It is reasonably easy to boil the fluid on a real-world production car if you do a few hot laps at a race circuit. If we're going to talk real-world conditions, try a few reasonably hard stops in your car and watch the pedal feel change.
But that really is beside the point. From what I understand it is possible to heat your discs up enough that they can boil the fluid and make the brakes fade. While dot4 fluid has a fairly high boiling point (446 deg celcius), it absorbs fluid so the boiling point does decrease in real world conditions. It's a phenomenon that is acknowledged to occur on mountainbikes. So I am curious as to if and how it is dealt with on road bikes.
I imagine we would put a fair deal of stress on a disc brake on an extended downhill, and to be honest I'm not sure if I'd rather risk blowing a tyre or losing my brakes all together due to fade. If I could pick I'd probably say lets blow the rear tyre up, haha!
On the whole I think it's a technology that will become fairly mainstream but with the riding I do (lots of climbing [and descending] fairly steep stuff) I'm not going to be an early adopter.
The change in pedal feel will have more to do with the pad material being outside of the optimum operating limits.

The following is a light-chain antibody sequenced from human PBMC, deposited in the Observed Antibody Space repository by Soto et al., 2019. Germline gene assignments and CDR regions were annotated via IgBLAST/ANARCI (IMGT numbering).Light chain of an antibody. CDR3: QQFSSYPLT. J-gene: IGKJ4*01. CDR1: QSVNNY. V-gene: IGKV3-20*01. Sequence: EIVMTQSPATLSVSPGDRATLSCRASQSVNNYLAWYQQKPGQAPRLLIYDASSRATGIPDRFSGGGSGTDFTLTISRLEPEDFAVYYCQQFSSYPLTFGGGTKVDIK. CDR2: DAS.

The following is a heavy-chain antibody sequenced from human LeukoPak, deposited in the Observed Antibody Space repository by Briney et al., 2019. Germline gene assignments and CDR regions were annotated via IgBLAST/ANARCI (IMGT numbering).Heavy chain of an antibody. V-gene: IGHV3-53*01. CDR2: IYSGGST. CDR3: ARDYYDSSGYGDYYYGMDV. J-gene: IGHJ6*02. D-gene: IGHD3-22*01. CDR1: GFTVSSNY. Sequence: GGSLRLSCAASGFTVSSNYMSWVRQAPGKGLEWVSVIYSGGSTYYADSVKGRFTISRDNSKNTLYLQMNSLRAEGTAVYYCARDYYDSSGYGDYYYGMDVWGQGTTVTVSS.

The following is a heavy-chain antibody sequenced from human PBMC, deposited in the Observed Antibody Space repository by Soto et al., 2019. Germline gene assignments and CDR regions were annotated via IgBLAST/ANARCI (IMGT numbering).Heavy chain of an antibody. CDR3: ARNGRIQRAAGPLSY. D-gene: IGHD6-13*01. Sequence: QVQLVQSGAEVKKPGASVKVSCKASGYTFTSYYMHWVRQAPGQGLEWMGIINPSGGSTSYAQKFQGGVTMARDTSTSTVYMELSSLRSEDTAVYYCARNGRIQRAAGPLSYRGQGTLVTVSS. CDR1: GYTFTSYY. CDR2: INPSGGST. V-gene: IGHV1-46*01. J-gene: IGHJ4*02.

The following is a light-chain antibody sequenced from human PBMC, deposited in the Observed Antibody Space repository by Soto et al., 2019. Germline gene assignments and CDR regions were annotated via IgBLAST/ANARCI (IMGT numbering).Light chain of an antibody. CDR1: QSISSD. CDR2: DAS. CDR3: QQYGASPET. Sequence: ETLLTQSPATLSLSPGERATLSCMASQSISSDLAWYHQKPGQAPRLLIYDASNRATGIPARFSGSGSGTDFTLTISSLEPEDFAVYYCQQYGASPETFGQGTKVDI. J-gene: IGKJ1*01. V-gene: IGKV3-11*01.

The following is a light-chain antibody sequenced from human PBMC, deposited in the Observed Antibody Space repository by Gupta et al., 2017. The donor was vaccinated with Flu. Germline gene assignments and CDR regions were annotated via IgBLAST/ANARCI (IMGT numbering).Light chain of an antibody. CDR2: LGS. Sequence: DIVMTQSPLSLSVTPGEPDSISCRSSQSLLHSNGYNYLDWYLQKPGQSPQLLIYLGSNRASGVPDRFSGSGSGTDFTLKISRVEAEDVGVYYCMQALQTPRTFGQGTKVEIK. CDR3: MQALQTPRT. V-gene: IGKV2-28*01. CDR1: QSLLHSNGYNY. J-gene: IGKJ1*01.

It is rare for even a race car to boil it's fluid, and that is with massive rotors glowing red/orange hot and dissapating a lot more energy than a road car can even try to.
Granted, it can still happen, but I'd say it's rare.
Will it happen on a road bike - in my experience (13,000+km), you'd have to be trying hard to do it.
biker jk wrote:There are disadvantages of disc brakes which appear to have been glossed over in the frenzy to embrace this new offering on a road bike. The torsional braking forces put more stress on the spokes which will require more of them and also of thicker gauge (offsetting some of the weight savings from not needing an alloy braking surface). Beefier forks will also be needed (again, adding weight). The rear wheel will be weaker due to the need for dishing on both sides.
And then offset by some other weight savings.
From my Volagi, the 57cm frame is 1,225g, and this has full internal cable routing, clever little plates to make it neater as well which adds to the weight, so not bad. The fork is 482g with 380mm of uncut steerer tube.
Overall, those weights are 200 or so grams over a reasobnably light frame, but I'm not going to compare with a VWD Cervelo, as that is a completely different frame.
My wheelset, using 29er carbon rims (24mm wide) with 28 spokes front and 32 rear comes to 1,421g which is not bad.
Overall the bike will shave in just under 8kg, and for a bike with some mid tier parts, is pretty damn good for a double disc road bike.